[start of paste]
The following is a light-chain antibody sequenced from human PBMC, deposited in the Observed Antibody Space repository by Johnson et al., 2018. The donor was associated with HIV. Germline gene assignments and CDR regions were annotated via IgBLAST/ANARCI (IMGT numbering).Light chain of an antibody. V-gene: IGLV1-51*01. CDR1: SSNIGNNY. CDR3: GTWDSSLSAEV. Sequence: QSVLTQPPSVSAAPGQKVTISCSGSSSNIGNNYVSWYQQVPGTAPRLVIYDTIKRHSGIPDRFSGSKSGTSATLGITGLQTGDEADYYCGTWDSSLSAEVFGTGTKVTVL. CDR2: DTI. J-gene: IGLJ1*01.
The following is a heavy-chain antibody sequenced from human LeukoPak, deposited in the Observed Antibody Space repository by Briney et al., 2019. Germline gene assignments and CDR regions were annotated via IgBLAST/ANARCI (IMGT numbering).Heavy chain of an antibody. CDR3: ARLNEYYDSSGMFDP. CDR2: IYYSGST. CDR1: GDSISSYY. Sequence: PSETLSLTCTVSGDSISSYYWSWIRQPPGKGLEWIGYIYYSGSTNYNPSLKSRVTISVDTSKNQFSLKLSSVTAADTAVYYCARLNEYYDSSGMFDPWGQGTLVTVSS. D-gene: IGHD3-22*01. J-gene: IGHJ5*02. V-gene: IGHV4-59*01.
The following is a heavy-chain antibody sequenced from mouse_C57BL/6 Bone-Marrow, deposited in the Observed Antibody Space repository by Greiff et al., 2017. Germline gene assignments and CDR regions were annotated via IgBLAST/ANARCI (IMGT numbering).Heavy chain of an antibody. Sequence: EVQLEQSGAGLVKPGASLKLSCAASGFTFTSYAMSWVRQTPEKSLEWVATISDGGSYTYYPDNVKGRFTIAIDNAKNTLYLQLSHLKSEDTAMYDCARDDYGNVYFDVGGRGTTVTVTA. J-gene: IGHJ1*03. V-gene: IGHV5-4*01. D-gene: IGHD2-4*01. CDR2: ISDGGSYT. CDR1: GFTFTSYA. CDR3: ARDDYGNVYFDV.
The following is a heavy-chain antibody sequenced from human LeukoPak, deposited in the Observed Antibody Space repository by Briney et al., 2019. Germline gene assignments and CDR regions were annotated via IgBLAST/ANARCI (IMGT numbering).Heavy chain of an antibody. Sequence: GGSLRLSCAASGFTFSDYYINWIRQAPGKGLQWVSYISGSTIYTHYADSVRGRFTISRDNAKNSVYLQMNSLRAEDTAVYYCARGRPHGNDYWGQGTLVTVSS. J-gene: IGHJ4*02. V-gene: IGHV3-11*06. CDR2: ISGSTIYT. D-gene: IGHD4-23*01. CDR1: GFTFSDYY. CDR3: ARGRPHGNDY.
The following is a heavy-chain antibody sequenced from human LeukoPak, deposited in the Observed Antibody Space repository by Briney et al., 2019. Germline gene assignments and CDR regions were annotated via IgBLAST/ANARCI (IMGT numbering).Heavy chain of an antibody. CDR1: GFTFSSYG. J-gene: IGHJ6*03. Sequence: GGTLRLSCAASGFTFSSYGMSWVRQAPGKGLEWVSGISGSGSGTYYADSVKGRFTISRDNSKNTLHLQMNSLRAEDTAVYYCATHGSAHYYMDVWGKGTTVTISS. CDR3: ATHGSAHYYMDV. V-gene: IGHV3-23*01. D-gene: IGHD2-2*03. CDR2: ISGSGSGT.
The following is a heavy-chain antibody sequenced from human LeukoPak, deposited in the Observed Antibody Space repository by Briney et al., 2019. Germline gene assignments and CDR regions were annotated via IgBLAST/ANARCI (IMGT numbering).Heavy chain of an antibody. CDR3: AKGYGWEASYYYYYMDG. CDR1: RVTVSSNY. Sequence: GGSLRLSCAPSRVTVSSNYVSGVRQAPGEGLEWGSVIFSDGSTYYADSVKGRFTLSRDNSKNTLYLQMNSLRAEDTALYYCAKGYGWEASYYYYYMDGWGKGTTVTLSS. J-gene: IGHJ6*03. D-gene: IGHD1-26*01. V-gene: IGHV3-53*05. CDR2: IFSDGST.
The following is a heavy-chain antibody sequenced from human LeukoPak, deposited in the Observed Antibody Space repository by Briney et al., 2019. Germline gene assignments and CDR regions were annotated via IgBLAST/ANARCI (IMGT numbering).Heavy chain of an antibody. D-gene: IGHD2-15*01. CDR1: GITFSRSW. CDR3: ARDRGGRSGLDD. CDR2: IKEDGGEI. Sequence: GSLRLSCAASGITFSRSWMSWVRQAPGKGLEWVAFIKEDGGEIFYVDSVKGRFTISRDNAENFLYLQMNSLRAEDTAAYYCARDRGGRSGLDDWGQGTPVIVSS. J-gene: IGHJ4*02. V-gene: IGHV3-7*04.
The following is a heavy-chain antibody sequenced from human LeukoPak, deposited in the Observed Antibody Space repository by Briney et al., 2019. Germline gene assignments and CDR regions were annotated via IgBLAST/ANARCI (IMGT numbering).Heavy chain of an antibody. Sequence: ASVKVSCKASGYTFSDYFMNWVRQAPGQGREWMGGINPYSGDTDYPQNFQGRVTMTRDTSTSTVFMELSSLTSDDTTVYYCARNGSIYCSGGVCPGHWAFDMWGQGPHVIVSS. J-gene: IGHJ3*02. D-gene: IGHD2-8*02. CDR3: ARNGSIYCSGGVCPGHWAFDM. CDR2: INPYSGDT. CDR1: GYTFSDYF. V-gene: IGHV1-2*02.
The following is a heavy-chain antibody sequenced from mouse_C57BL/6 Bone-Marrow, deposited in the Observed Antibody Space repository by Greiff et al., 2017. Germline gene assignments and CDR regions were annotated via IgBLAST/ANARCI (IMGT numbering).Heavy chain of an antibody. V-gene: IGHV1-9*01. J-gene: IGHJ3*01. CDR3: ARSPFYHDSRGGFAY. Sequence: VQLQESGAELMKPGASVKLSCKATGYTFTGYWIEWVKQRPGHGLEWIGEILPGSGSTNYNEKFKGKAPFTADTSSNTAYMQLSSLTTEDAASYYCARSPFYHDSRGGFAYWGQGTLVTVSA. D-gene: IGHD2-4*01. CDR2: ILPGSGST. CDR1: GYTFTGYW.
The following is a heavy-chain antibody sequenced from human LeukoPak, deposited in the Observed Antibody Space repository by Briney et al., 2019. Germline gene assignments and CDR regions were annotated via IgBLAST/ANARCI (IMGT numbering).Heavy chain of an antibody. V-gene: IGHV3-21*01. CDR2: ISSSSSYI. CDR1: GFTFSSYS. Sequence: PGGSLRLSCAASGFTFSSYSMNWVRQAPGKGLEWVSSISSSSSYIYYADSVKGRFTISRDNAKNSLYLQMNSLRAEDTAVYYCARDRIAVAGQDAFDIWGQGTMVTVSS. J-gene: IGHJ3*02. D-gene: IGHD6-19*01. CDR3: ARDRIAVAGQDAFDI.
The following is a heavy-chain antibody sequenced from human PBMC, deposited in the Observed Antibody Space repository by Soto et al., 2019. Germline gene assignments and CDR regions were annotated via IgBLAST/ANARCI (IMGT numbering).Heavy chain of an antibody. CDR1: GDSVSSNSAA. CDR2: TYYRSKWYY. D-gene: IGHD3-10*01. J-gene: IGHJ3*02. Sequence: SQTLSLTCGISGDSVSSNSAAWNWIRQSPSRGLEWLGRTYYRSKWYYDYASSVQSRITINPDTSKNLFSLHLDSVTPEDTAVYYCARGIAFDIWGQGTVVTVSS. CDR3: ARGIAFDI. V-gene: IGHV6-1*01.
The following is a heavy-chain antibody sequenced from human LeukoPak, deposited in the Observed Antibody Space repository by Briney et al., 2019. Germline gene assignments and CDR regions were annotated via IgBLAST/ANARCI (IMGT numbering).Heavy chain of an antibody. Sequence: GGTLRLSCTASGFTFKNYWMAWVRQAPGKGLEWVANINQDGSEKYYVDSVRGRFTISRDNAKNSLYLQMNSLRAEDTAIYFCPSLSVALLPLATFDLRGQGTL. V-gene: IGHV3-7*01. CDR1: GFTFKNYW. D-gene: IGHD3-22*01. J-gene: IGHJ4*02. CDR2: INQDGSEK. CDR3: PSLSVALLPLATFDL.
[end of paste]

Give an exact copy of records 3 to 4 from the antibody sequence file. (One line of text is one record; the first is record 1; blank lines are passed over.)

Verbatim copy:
The following is a heavy-chain antibody sequenced from mouse_C57BL/6 Bone-Marrow, deposited in the Observed Antibody Space repository by Greiff et al., 2017. Germline gene assignments and CDR regions were annotated via IgBLAST/ANARCI (IMGT numbering).Heavy chain of an antibody. Sequence: EVQLEQSGAGLVKPGASLKLSCAASGFTFTSYAMSWVRQTPEKSLEWVATISDGGSYTYYPDNVKGRFTIAIDNAKNTLYLQLSHLKSEDTAMYDCARDDYGNVYFDVGGRGTTVTVTA. J-gene: IGHJ1*03. V-gene: IGHV5-4*01. D-gene: IGHD2-4*01. CDR2: ISDGGSYT. CDR1: GFTFTSYA. CDR3: ARDDYGNVYFDV.
The following is a heavy-chain antibody sequenced from human LeukoPak, deposited in the Observed Antibody Space repository by Briney et al., 2019. Germline gene assignments and CDR regions were annotated via IgBLAST/ANARCI (IMGT numbering).Heavy chain of an antibody. Sequence: GGSLRLSCAASGFTFSDYYINWIRQAPGKGLQWVSYISGSTIYTHYADSVRGRFTISRDNAKNSVYLQMNSLRAEDTAVYYCARGRPHGNDYWGQGTLVTVSS. J-gene: IGHJ4*02. V-gene: IGHV3-11*06. CDR2: ISGSTIYT. D-gene: IGHD4-23*01. CDR1: GFTFSDYY. CDR3: ARGRPHGNDY.